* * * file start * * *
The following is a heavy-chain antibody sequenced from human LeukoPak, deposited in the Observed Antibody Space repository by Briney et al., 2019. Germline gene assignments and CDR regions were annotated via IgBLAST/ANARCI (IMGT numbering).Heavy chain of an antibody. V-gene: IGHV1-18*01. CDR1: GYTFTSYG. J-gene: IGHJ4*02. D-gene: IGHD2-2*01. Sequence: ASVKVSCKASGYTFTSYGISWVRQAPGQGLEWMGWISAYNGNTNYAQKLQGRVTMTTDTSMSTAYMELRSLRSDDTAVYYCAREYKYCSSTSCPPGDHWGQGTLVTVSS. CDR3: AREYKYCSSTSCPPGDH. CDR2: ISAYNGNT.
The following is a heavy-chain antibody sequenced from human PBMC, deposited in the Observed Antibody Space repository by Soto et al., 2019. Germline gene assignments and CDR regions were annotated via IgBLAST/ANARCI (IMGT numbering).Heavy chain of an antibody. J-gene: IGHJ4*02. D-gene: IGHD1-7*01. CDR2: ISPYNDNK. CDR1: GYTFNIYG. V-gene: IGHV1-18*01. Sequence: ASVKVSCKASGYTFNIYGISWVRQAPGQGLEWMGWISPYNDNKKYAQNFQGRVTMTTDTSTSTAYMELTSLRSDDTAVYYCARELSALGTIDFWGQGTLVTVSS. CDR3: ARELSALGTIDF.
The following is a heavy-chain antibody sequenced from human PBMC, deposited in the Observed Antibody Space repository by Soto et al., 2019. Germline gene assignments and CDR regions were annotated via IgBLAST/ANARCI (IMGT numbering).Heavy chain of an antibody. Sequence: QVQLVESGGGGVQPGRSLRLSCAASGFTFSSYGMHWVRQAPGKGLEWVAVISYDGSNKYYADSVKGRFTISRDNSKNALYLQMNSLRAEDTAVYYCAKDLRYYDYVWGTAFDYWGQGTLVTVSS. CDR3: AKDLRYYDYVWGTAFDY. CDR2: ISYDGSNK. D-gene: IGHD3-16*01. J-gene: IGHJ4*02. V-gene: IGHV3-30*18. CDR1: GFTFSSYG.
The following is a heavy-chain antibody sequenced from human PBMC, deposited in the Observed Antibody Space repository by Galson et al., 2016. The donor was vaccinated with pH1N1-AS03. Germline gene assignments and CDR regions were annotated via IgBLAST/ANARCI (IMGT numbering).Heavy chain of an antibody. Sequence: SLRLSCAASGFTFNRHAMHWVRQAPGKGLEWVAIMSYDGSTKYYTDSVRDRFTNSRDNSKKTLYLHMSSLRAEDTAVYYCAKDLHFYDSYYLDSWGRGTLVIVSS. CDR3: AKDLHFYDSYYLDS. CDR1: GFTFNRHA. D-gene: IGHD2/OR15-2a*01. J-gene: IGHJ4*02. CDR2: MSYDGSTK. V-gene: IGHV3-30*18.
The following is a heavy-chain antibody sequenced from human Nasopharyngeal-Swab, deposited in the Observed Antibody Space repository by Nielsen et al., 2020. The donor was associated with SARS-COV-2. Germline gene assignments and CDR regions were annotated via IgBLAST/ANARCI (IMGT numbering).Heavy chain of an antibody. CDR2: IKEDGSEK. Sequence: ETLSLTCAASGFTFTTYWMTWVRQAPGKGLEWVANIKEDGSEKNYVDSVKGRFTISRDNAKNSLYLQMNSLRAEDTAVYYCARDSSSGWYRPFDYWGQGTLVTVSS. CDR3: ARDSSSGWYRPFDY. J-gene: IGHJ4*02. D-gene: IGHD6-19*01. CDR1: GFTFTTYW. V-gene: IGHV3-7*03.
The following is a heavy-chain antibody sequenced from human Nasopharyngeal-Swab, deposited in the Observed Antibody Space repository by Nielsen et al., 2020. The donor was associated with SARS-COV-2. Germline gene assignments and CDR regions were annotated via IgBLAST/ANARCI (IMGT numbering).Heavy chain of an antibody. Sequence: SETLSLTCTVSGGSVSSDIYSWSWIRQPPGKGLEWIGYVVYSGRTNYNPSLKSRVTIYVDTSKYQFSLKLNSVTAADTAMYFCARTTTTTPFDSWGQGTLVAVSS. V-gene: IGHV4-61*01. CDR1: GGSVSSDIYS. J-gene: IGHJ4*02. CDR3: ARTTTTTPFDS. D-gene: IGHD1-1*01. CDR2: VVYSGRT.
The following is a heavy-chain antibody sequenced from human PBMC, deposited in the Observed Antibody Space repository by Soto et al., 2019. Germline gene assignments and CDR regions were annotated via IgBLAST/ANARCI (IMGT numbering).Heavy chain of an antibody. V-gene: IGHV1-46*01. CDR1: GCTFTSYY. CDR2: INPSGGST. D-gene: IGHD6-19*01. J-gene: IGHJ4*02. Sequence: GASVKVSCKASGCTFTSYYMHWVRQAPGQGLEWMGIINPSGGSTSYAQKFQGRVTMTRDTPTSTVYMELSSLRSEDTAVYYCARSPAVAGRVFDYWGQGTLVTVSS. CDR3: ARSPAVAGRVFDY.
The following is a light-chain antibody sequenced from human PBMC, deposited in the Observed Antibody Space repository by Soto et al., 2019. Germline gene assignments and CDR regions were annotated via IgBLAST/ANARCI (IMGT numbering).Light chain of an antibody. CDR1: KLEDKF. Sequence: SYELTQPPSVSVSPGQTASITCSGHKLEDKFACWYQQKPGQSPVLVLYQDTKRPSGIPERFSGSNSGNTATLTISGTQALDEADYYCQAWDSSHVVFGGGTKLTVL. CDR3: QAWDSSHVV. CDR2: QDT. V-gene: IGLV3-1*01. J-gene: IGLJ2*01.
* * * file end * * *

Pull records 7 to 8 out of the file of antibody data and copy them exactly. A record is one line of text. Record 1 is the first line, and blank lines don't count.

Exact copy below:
The following is a heavy-chain antibody sequenced from human PBMC, deposited in the Observed Antibody Space repository by Soto et al., 2019. Germline gene assignments and CDR regions were annotated via IgBLAST/ANARCI (IMGT numbering).Heavy chain of an antibody. V-gene: IGHV1-46*01. CDR1: GCTFTSYY. CDR2: INPSGGST. D-gene: IGHD6-19*01. J-gene: IGHJ4*02. Sequence: GASVKVSCKASGCTFTSYYMHWVRQAPGQGLEWMGIINPSGGSTSYAQKFQGRVTMTRDTPTSTVYMELSSLRSEDTAVYYCARSPAVAGRVFDYWGQGTLVTVSS. CDR3: ARSPAVAGRVFDY.
The following is a light-chain antibody sequenced from human PBMC, deposited in the Observed Antibody Space repository by Soto et al., 2019. Germline gene assignments and CDR regions were annotated via IgBLAST/ANARCI (IMGT numbering).Light chain of an antibody. CDR1: KLEDKF. Sequence: SYELTQPPSVSVSPGQTASITCSGHKLEDKFACWYQQKPGQSPVLVLYQDTKRPSGIPERFSGSNSGNTATLTISGTQALDEADYYCQAWDSSHVVFGGGTKLTVL. CDR3: QAWDSSHVV. CDR2: QDT. V-gene: IGLV3-1*01. J-gene: IGLJ2*01.